Any recruiter that aims to succeed in this tough sourcing environment must first resolve a basic problem: success in recruitment increasingly depends on the ability to search both search engines and databases. Yet, many of those recruiter that many assume to be the best at searching are, in fact, not very good at it. I am talking about the well-educated, highly-committed recruiting professionals.
These recruiters have tremendous difficulty addressing this problem. That is because they aren’t even aware that it exists. The reason: they misunderstand what searching is about and how to bring about the right results through it. As a result, they tend to make two mistakes in their efforts.
First, most recruiters focus their efforts too narrowly by limiting the depth of their search to merely ‘‘entering keywords” into databases. Recruiters have spent much of their careers acquiring practice at keyword searches, looking for one or a number keywords in search of intellectual disciplines, and applying keywords to solve search problems. But ironically, this very fact helps explain why they are often so bad at searching.
They focus so much on keywords that it causes them to misdirect their efforts. In databases, keywords don’t exist in isolation. This is a fact that becomes important when the word you sought after changes context with other words in the sentence. Manipulation of context and meaning can alter the outcome of your keywords so that it is radically different than you expect.
The propensity among recruiting professionals to focus so much on keywords helps to shed light on the second mistake that they make about searching. The common assumption is that
searching is largely a matter of about identifying and selecting the right keyword. The belief is that with the right understanding of the defined skill and its synonymous keywords the right results will follow. The creates search string defined by combinations of keywords, synonyms and the like, and are the basis for what they consider to be well designed search strings.
While identifying and selecting keywords is important; it is not nearly enough. Selecting the right keywords is an important step in the sourcing process but it doesn’t even rank around the most important steps. Most of you will find that previous statement to be utterly absurd or even crazy. After all what could be more important than using the right keyword, right? Not only is it true, it strikes at the core of the sourcing problems. When the search strategy is focused on the keywords, in a very real sense it becomes an obstacle to finding the right results. So, if searching is not about the keywords what is it about, then?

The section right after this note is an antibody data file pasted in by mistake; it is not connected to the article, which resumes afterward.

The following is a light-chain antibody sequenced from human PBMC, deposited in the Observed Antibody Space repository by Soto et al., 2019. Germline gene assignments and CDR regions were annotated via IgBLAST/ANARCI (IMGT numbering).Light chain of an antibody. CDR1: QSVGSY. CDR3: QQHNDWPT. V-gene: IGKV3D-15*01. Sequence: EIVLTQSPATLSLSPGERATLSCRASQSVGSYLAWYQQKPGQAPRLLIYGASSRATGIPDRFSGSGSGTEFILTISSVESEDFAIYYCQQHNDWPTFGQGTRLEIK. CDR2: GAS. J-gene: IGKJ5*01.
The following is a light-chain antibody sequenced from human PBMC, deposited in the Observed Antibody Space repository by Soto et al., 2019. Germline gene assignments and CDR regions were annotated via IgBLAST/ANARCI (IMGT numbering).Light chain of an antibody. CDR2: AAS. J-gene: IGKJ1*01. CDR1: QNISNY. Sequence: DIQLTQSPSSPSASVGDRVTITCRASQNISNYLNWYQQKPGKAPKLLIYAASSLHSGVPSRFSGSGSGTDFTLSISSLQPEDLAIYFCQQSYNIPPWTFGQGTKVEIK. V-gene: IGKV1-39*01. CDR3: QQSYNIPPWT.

Effective searching is not simply a function of keyword selection. To understand “search”, it would be helpful to think of searching as the process of coordinating the activities of the algorithms that make up your database or search engine. Think of these algorithms or rules as a kind of ‘‘master program’’, governing the behavior of the database. Effective search strings rather than focusing on keywords provide cues that suggests the background to amplify and direct search algorithms. This means that the process involves sending and receiving symbols, letters, and digits which form messages of instruction to the database. These messages are the communications that drive the database to “understand” what you need. In other words, keywords are part of the message not the entire message in and of themselves.
All parts of a query are chain linked to create and deliver instructions to your database. Every letter, every space, every symbol used or even omitted, is an instruction to your database. As a result, all have an effect on your results. When you focus on keywords rather than the overall message that the database is receiving, you have susceptible to creating bad results. Specially so since the results are then depending on the databases interpretation of your search instructions without knowing what the interpretation will be.
Anyone can learn how to resolve the search dilemma. All it takes is to change the focus to studying the ways databases and search engines behave. There is a need to reflect critically on databases’ behavior, to identify the ways they often inadvertently contribute to search outcomes. Learning the elements that affect keyword performance leads to crafting queries that break down the obstacles that block the right search results.
This search approach is based on understanding the very way database work, that is, understanding the rules or reasonings that are used to design them. The nuts and bolts of database, whether of large or small, consist of guiding and integrating the keywords into interconnected strings that defines your search intent. In particular, rather than defining the search problem as a need for better keywords, it transforms the search in new and more effective ways. It transforms it into a process of reflection of how keywords can be integrated to align the search intent properly.